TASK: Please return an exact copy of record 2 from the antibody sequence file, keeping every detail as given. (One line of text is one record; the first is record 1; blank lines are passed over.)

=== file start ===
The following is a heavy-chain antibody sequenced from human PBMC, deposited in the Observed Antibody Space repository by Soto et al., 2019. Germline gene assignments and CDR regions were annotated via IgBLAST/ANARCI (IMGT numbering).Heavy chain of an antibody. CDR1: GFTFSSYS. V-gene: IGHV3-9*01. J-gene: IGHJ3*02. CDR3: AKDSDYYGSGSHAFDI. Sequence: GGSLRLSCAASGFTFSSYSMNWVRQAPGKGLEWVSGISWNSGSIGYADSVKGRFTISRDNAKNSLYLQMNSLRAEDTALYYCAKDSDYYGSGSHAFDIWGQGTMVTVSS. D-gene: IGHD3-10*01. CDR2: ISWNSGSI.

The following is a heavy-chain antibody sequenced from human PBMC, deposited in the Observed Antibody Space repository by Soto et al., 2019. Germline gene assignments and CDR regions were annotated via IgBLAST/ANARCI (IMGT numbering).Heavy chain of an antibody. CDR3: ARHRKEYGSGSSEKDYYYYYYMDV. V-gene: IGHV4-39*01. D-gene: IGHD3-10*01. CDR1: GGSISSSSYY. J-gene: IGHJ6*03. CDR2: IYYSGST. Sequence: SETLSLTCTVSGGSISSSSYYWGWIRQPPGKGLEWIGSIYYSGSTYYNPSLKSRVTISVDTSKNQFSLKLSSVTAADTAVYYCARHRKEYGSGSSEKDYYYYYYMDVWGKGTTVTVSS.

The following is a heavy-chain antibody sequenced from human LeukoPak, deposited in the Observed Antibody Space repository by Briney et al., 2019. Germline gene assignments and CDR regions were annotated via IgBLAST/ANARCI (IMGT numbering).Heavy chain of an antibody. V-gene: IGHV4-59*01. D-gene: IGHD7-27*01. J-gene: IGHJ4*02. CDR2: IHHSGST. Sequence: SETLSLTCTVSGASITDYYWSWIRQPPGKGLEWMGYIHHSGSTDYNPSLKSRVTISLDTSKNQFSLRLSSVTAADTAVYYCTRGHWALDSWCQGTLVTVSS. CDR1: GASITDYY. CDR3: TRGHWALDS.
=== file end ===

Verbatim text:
The following is a heavy-chain antibody sequenced from human PBMC, deposited in the Observed Antibody Space repository by Soto et al., 2019. Germline gene assignments and CDR regions were annotated via IgBLAST/ANARCI (IMGT numbering).Heavy chain of an antibody. CDR3: ARHRKEYGSGSSEKDYYYYYYMDV. V-gene: IGHV4-39*01. D-gene: IGHD3-10*01. CDR1: GGSISSSSYY. J-gene: IGHJ6*03. CDR2: IYYSGST. Sequence: SETLSLTCTVSGGSISSSSYYWGWIRQPPGKGLEWIGSIYYSGSTYYNPSLKSRVTISVDTSKNQFSLKLSSVTAADTAVYYCARHRKEYGSGSSEKDYYYYYYMDVWGKGTTVTVSS.